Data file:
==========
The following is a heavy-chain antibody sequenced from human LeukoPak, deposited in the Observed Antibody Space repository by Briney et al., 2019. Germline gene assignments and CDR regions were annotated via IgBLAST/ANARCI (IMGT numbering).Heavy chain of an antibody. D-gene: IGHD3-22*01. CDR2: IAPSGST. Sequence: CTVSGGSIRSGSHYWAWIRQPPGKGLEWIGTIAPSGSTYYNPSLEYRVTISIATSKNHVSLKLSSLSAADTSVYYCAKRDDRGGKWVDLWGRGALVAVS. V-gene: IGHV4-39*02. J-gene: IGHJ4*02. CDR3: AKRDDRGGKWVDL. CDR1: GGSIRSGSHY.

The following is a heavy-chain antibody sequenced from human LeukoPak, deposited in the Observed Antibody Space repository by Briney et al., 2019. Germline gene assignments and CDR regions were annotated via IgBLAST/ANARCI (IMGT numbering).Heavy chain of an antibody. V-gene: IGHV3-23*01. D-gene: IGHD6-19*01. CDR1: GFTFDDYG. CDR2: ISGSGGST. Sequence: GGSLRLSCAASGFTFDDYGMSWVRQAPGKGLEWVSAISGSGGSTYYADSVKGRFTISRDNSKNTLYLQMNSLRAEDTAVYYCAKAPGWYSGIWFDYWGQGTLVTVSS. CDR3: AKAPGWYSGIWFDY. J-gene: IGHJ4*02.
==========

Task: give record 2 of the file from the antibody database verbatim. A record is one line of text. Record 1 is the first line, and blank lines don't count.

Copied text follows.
The following is a heavy-chain antibody sequenced from human LeukoPak, deposited in the Observed Antibody Space repository by Briney et al., 2019. Germline gene assignments and CDR regions were annotated via IgBLAST/ANARCI (IMGT numbering).Heavy chain of an antibody. V-gene: IGHV3-23*01. D-gene: IGHD6-19*01. CDR1: GFTFDDYG. CDR2: ISGSGGST. Sequence: GGSLRLSCAASGFTFDDYGMSWVRQAPGKGLEWVSAISGSGGSTYYADSVKGRFTISRDNSKNTLYLQMNSLRAEDTAVYYCAKAPGWYSGIWFDYWGQGTLVTVSS. CDR3: AKAPGWYSGIWFDY. J-gene: IGHJ4*02.